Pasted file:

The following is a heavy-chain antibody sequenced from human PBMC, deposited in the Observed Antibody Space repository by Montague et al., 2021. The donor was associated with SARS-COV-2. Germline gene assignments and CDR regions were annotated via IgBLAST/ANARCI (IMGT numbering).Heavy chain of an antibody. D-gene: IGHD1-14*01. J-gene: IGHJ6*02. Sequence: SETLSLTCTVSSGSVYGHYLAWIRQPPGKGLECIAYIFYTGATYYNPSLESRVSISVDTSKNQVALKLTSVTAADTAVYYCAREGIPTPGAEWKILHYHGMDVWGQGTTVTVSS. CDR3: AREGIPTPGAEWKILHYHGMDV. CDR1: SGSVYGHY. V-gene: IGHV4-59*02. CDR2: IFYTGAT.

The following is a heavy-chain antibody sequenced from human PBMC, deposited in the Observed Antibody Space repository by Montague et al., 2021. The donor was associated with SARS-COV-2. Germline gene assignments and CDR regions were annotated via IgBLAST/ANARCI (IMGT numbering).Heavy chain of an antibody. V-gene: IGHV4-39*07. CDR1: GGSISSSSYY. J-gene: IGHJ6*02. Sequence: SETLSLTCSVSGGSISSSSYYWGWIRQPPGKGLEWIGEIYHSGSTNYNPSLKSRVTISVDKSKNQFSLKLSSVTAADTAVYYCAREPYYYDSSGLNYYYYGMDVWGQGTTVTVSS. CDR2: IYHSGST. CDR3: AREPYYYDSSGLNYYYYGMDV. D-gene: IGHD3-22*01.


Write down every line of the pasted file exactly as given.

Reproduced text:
The following is a heavy-chain antibody sequenced from human PBMC, deposited in the Observed Antibody Space repository by Montague et al., 2021. The donor was associated with SARS-COV-2. Germline gene assignments and CDR regions were annotated via IgBLAST/ANARCI (IMGT numbering).Heavy chain of an antibody. D-gene: IGHD1-14*01. J-gene: IGHJ6*02. Sequence: SETLSLTCTVSSGSVYGHYLAWIRQPPGKGLECIAYIFYTGATYYNPSLESRVSISVDTSKNQVALKLTSVTAADTAVYYCAREGIPTPGAEWKILHYHGMDVWGQGTTVTVSS. CDR3: AREGIPTPGAEWKILHYHGMDV. CDR1: SGSVYGHY. V-gene: IGHV4-59*02. CDR2: IFYTGAT.

The following is a heavy-chain antibody sequenced from human PBMC, deposited in the Observed Antibody Space repository by Montague et al., 2021. The donor was associated with SARS-COV-2. Germline gene assignments and CDR regions were annotated via IgBLAST/ANARCI (IMGT numbering).Heavy chain of an antibody. V-gene: IGHV4-39*07. CDR1: GGSISSSSYY. J-gene: IGHJ6*02. Sequence: SETLSLTCSVSGGSISSSSYYWGWIRQPPGKGLEWIGEIYHSGSTNYNPSLKSRVTISVDKSKNQFSLKLSSVTAADTAVYYCAREPYYYDSSGLNYYYYGMDVWGQGTTVTVSS. CDR2: IYHSGST. CDR3: AREPYYYDSSGLNYYYYGMDV. D-gene: IGHD3-22*01.